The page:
Born in Wisconsin, Hoiby grew up a piano prodigy as a child. He earned his Bachelor of Music at the University of Wisconsin in 1947, when the university was a haven for musicians fleeing World War II Europe. He subsequently studied at Mills College until completing his Master of Music in 1952.
Despite his original intention to become a concert pianist, Hoiby took up composition upon his acceptance into the Curtis Institute to study with Gian Carlo Menotti. (However, Hoiby took up the piano again after many years of focus on composition and, following his debut recital at Alice Tully Hall in 1978, performed frequently in recitals throughout the United States.) Hoiby passed away on March 28, 2011 in New York City after a short illness.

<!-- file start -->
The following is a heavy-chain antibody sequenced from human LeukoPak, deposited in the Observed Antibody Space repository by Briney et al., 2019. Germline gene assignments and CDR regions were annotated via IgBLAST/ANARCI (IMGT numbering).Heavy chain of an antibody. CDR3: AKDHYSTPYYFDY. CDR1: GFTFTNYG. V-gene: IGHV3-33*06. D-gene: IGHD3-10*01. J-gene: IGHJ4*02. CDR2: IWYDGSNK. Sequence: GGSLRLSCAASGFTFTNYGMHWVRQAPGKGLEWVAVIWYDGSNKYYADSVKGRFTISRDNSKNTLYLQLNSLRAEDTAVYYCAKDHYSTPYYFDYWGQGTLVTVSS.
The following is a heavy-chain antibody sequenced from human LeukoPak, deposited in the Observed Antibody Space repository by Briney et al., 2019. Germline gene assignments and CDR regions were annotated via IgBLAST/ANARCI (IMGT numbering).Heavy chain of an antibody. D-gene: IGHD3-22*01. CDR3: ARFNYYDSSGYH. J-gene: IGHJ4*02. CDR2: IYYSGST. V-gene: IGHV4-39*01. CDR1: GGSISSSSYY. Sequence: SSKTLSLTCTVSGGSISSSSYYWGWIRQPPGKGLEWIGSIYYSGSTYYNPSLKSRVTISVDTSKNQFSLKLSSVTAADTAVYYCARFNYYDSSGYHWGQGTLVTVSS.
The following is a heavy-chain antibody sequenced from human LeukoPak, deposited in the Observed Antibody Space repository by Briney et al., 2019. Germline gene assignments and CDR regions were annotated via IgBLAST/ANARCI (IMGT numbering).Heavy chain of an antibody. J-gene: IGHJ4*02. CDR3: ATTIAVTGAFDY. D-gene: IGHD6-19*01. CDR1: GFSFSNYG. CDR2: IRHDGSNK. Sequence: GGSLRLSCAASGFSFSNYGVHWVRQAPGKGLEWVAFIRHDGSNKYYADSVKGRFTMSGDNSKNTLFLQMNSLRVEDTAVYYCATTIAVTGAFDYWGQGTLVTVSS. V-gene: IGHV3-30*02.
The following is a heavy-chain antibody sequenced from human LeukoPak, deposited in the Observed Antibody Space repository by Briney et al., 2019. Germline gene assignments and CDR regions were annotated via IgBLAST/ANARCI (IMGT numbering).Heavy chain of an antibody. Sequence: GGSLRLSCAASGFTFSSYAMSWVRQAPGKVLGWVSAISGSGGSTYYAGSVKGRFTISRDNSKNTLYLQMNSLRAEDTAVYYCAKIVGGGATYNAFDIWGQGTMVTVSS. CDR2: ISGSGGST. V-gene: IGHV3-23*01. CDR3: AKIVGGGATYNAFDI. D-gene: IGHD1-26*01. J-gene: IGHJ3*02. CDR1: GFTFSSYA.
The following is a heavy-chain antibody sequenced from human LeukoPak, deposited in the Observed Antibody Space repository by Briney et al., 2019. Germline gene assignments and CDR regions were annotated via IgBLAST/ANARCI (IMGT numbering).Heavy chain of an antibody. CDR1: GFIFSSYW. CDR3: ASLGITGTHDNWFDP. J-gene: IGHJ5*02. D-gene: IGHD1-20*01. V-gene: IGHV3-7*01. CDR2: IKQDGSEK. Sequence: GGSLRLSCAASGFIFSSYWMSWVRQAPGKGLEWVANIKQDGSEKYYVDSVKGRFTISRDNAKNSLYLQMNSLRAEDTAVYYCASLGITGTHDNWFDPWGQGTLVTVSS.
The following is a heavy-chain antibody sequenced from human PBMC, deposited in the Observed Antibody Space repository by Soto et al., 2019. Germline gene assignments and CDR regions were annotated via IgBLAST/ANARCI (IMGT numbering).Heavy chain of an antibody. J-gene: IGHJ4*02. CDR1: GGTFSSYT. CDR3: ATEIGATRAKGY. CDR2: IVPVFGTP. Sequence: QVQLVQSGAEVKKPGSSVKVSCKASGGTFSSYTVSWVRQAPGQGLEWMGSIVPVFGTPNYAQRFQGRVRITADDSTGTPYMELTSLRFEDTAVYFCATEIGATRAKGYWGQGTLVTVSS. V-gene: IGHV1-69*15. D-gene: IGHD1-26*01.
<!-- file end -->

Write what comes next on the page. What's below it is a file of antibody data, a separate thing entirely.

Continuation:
Operatic, choral, and vocal music comprises the bulk of Hoiby's output. His music follows the romantic traditions developed by Menotti and Barber, characterized by lyricism and a touch of humor. He rejected trends of the 20th century, such as atonality and minimalism, and preferred to write in a simple diatonic language with some venturing into chromaticism.
Since the 1980s, Hoiby's music has achieved more attention, with more and more performances and recordings appearing on the scene.
Source: Richard Jackson and Walter G. Simmons' article in the New Grove Dictionary of Music and Musicians